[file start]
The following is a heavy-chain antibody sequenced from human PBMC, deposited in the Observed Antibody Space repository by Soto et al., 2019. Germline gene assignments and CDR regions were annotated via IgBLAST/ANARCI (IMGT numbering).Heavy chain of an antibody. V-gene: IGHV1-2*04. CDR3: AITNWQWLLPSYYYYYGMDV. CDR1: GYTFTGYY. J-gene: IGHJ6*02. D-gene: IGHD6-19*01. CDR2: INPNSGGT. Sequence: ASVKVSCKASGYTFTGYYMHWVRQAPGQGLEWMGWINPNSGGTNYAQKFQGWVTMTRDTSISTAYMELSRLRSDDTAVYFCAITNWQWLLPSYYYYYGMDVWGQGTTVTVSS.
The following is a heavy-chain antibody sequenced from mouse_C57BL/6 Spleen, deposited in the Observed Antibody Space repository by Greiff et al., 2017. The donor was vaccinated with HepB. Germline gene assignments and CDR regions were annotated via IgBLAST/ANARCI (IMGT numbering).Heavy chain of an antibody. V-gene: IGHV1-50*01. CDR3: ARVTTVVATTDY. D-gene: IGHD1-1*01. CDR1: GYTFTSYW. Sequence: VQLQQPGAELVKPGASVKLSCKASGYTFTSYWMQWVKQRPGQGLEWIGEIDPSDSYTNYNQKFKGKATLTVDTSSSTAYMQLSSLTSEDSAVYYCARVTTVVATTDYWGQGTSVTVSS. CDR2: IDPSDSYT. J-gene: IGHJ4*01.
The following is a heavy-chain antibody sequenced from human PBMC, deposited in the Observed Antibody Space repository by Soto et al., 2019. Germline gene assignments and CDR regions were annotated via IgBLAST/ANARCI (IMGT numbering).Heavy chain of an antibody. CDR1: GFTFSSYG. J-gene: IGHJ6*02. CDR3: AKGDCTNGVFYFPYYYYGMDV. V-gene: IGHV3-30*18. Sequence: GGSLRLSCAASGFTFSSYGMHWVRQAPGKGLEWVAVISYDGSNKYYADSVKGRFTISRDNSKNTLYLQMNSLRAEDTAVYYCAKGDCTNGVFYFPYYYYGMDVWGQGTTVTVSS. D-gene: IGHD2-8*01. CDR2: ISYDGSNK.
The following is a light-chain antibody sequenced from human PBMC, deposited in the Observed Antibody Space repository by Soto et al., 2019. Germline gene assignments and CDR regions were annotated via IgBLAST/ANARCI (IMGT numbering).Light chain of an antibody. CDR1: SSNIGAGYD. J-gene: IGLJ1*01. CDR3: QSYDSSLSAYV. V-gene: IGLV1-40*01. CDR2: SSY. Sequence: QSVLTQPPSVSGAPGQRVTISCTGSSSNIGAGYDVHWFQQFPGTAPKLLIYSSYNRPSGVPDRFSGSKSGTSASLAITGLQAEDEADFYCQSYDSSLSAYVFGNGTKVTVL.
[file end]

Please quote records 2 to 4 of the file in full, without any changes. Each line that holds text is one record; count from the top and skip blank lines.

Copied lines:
The following is a heavy-chain antibody sequenced from mouse_C57BL/6 Spleen, deposited in the Observed Antibody Space repository by Greiff et al., 2017. The donor was vaccinated with HepB. Germline gene assignments and CDR regions were annotated via IgBLAST/ANARCI (IMGT numbering).Heavy chain of an antibody. V-gene: IGHV1-50*01. CDR3: ARVTTVVATTDY. D-gene: IGHD1-1*01. CDR1: GYTFTSYW. Sequence: VQLQQPGAELVKPGASVKLSCKASGYTFTSYWMQWVKQRPGQGLEWIGEIDPSDSYTNYNQKFKGKATLTVDTSSSTAYMQLSSLTSEDSAVYYCARVTTVVATTDYWGQGTSVTVSS. CDR2: IDPSDSYT. J-gene: IGHJ4*01.
The following is a heavy-chain antibody sequenced from human PBMC, deposited in the Observed Antibody Space repository by Soto et al., 2019. Germline gene assignments and CDR regions were annotated via IgBLAST/ANARCI (IMGT numbering).Heavy chain of an antibody. CDR1: GFTFSSYG. J-gene: IGHJ6*02. CDR3: AKGDCTNGVFYFPYYYYGMDV. V-gene: IGHV3-30*18. Sequence: GGSLRLSCAASGFTFSSYGMHWVRQAPGKGLEWVAVISYDGSNKYYADSVKGRFTISRDNSKNTLYLQMNSLRAEDTAVYYCAKGDCTNGVFYFPYYYYGMDVWGQGTTVTVSS. D-gene: IGHD2-8*01. CDR2: ISYDGSNK.
The following is a light-chain antibody sequenced from human PBMC, deposited in the Observed Antibody Space repository by Soto et al., 2019. Germline gene assignments and CDR regions were annotated via IgBLAST/ANARCI (IMGT numbering).Light chain of an antibody. CDR1: SSNIGAGYD. J-gene: IGLJ1*01. CDR3: QSYDSSLSAYV. V-gene: IGLV1-40*01. CDR2: SSY. Sequence: QSVLTQPPSVSGAPGQRVTISCTGSSSNIGAGYDVHWFQQFPGTAPKLLIYSSYNRPSGVPDRFSGSKSGTSASLAITGLQAEDEADFYCQSYDSSLSAYVFGNGTKVTVL.